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Saturday, May 26, 2018
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Big Guava fest pulls in big names and emerging stars

The Big Guava Music Festival certainly is living up to its moniker.

The 2014 festival is huge and is bringing out the big musical guns.

The reunited OutKast will headline Friday. Vampire Weekend, which won the Grammy Award for Best Alternative Music Album in January, will close out Saturday night. And platinum-plus pop-rockers Foster The People will finish off the festival Sunday.

“It sounds like a pretty impressive festival,” Cake vocalist John McCrea said in a phone call from West Palm Beach. “I have to admit that early on in our career I wasn’t that big on festivals. I didn’t like the big, dumb rock fest, but we’ve learned to navigate the bigness of it. I actually enjoy it when we play them.”

That’s good news since Cake will appear Friday prior to OutKast. Many of the bands are showcasing cuts from new albums, but not McCrea’s group, which did ironic geek-rock as well as anyone during the mid- to late ’90s. McCrea, who is adept at sing-speak, a la Stephen Malkmus, isn’t sure when the group will release another album.

“I’m not certain when that will happen,” McCrea said. “Do people even want albums anymore? It just costs so much money to make an album. Is it worth it? I don’t know. People will have to get ready for what we’ve already recorded.”

So expect melodic, amusing Velvet Underground-influenced songs, such as “Short Skirt/Long Jacket,” “The Distance” and “Rock ’n’ Roll Lifestyle.” The band that somehow balances funky and sardonic, has grown as a live act.

“We love it,” McCrea said. “I know a lot more than I once did.” McCrea tips his cap to the aforementioned Velvet Underground and it’s recently departed leader Lou Reed.

“Lou had a great dry sense of humor,” McCrea said. “He was an incredibly melodic writer. He influenced me, but so did all of the great songwriters of the 20th century, like Hank Williams Sr. and Cole Porter. That’s who had a huge effect on me and our band, which has been around for awhile.”

Prior to Cake, a band that has been around a short time will perform. Smallpools, an act out of New Jersey, has less than 100 gigs under its belt.

It hasn’t been overnight success for Smallpools, but it’s pretty close. The pop-rock upstarts, who formed less than three years ago, made their live debut in July. The reason the quartet had to hit the road was because of its ultra-catchy single “Dreaming,” which took off last summer.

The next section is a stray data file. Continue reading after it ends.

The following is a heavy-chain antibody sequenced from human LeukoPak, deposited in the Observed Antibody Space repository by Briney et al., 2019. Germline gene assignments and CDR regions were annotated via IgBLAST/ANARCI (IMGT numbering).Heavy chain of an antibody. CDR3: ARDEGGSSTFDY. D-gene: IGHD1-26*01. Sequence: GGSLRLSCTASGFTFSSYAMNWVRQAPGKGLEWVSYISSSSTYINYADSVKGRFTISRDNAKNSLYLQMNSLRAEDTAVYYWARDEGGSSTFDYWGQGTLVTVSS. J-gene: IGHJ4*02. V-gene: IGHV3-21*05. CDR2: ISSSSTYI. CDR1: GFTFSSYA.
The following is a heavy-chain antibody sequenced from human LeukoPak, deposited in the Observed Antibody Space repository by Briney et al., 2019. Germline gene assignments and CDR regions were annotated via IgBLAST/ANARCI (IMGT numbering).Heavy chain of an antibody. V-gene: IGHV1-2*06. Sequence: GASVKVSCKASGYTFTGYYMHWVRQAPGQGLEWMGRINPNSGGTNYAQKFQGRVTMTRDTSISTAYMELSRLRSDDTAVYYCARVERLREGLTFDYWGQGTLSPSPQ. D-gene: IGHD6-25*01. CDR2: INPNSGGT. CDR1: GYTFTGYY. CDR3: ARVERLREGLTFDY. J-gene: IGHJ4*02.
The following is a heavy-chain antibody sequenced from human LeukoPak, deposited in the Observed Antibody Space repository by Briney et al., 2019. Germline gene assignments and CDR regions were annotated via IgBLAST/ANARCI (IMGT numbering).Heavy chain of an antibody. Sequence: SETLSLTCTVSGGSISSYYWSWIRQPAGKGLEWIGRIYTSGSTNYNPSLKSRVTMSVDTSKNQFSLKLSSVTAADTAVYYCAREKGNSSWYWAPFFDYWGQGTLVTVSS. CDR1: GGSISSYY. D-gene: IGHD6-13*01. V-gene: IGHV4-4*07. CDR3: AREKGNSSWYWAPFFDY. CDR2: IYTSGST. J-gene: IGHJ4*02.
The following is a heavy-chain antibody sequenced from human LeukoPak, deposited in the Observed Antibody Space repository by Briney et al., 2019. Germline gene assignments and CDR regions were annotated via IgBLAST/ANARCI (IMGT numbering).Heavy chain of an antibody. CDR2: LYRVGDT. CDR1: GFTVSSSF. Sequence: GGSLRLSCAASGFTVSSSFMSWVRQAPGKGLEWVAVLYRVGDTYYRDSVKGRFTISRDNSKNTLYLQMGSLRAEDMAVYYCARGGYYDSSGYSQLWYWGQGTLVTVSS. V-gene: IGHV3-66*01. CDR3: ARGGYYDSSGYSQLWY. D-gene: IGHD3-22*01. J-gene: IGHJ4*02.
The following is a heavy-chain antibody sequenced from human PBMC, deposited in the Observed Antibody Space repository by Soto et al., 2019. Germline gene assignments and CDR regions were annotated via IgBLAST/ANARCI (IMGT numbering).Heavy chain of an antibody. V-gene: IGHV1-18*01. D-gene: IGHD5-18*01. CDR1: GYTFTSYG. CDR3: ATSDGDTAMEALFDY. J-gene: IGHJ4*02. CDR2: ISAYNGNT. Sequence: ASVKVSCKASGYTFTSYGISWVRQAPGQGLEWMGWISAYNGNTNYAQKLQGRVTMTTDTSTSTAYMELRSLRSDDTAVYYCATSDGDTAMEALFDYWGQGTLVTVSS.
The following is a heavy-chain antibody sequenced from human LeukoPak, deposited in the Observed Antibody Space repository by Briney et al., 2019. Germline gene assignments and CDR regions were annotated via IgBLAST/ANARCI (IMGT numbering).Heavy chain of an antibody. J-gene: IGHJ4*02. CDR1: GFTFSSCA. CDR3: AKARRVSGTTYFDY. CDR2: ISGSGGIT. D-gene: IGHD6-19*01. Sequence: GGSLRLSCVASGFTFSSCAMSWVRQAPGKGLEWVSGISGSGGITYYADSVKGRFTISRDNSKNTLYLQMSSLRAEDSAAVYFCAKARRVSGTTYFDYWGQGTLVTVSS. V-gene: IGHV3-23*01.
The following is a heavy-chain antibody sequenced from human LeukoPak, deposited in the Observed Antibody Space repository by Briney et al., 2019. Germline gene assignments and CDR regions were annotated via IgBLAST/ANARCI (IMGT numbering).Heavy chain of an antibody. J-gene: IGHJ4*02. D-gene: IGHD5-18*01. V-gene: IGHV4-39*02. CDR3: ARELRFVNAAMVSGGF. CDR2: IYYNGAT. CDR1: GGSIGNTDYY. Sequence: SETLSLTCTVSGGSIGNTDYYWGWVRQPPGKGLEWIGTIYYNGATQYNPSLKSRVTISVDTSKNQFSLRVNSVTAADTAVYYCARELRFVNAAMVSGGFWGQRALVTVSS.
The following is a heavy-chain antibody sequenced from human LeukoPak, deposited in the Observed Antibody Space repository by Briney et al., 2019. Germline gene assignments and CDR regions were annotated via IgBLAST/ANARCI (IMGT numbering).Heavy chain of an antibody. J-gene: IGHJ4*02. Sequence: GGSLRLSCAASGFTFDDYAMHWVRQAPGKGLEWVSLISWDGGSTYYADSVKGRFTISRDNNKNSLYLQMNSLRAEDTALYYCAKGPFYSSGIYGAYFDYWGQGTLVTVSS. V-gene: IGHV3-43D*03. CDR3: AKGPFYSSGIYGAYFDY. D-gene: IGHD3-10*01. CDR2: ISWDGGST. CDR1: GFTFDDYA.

XM’s Alt Nation had “Dreaming” in heavy rotation for much of the latter half of 2013. The single reached the 23rd spot on Billboard’s Alternative Songs chart.

“It’s all happened so quickly,” vocalist-keyboardist Sean Scanlon said in a phone call from New York. “Who could have foreseen this? I can’t say how awesome XM has been for us.”

The success of the single prompted the EP, “Have a Great Summer,” which features an amusing vintage photo of Ralph Macchio.

Smallpools built the hook-laden “Dreaming” slowly. “I worked up the music,” Scanlon said. “I came up with the parts on the keyboard, and we all got together and (guitarist) Mike (Kamerman) was messing around on the guitar and we all just played around and it happened organically. Then the lyrics were added. We put a lot of effort into the song.”

Smallpools also includes bassist Joe Intile and drummer Beau Kuther. The band will render each of the four cuts from its EP as well as some new songs, which will be featured on its forthcoming debut album.

“We’re excited about getting these new songs out there,” Scanlan said.

Another emerging band is the dynamic duo of MS MR, which is more than Lizzy Plapinger’s hair. The stylish pop-rock act’s vocalist changes the color of her hair almost as much as Lady Gaga switches outlandish outfits.

“It’s just something I do for fun,” Plapinger said during a phone call from Boston with her keyboardist bandmate Max Hershenow.

Plapinger isn’t messing with her coif to please the masses or get noticed. What’s refreshing about MS MR, which will perform Sunday, is that they don’t care what anyone thinks.

If they were looking for acceptance they would make straightforward pop music and change their surnames to something less unwieldy.

MS MR is an artsy, adventurous tandem, touring behind its debut album, “Secondhand Rapture.” The album was preceded by the ominous but hook-laden single “Hurricane,” which is a staple on satellite radio.

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